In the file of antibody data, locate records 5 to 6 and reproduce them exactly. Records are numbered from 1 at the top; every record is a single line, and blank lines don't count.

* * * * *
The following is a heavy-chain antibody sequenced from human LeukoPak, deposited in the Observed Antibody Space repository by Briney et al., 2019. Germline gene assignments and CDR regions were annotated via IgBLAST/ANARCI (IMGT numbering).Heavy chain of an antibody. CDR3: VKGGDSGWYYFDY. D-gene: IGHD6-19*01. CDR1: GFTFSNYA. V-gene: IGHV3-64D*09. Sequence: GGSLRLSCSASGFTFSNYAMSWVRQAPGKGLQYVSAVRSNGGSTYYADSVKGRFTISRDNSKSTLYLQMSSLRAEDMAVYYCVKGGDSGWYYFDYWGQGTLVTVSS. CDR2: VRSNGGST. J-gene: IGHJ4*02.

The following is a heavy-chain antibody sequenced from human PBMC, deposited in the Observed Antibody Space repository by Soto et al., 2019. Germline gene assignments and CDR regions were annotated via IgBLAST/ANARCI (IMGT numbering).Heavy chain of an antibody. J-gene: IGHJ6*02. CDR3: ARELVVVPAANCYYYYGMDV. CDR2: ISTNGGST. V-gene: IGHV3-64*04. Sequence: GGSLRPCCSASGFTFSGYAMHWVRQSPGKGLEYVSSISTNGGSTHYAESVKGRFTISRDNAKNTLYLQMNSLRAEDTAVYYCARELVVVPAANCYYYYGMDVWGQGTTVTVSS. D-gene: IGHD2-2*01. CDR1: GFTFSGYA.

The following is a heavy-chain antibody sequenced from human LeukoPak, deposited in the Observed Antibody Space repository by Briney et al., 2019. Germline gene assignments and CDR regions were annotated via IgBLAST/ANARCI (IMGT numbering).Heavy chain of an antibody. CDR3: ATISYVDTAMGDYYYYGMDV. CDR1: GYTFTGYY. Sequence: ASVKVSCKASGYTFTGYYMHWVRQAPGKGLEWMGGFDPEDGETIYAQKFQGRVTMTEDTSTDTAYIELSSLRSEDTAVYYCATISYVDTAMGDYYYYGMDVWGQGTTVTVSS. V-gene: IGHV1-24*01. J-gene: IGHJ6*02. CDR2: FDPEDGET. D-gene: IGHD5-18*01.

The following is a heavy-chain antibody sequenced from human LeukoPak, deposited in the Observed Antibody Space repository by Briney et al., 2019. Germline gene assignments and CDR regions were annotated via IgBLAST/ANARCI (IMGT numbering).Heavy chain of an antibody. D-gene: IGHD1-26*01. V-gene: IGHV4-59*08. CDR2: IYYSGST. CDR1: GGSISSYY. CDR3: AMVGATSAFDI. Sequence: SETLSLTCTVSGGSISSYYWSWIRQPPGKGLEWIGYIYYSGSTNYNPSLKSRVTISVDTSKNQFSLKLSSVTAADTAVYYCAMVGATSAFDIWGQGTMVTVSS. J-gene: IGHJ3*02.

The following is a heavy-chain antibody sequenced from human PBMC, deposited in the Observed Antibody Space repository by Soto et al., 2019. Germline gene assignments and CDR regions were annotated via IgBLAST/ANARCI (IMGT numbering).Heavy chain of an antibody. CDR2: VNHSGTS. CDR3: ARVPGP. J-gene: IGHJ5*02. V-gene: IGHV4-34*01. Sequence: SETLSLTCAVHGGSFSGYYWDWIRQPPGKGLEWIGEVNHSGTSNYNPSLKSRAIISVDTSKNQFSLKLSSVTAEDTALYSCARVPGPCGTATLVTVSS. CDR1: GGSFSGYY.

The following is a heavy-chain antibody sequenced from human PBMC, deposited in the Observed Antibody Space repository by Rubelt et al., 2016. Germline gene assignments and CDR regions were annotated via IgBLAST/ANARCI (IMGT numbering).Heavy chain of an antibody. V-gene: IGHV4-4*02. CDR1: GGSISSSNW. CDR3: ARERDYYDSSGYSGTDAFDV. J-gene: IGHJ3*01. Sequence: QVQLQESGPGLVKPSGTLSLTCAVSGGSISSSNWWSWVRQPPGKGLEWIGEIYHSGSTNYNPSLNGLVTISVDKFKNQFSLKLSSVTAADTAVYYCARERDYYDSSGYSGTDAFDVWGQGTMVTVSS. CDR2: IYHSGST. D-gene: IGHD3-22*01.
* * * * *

The following is a heavy-chain antibody sequenced from human PBMC, deposited in the Observed Antibody Space repository by Soto et al., 2019. Germline gene assignments and CDR regions were annotated via IgBLAST/ANARCI (IMGT numbering).Heavy chain of an antibody. CDR2: VNHSGTS. CDR3: ARVPGP. J-gene: IGHJ5*02. V-gene: IGHV4-34*01. Sequence: SETLSLTCAVHGGSFSGYYWDWIRQPPGKGLEWIGEVNHSGTSNYNPSLKSRAIISVDTSKNQFSLKLSSVTAEDTALYSCARVPGPCGTATLVTVSS. CDR1: GGSFSGYY.

The following is a heavy-chain antibody sequenced from human PBMC, deposited in the Observed Antibody Space repository by Rubelt et al., 2016. Germline gene assignments and CDR regions were annotated via IgBLAST/ANARCI (IMGT numbering).Heavy chain of an antibody. V-gene: IGHV4-4*02. CDR1: GGSISSSNW. CDR3: ARERDYYDSSGYSGTDAFDV. J-gene: IGHJ3*01. Sequence: QVQLQESGPGLVKPSGTLSLTCAVSGGSISSSNWWSWVRQPPGKGLEWIGEIYHSGSTNYNPSLNGLVTISVDKFKNQFSLKLSSVTAADTAVYYCARERDYYDSSGYSGTDAFDVWGQGTMVTVSS. CDR2: IYHSGST. D-gene: IGHD3-22*01.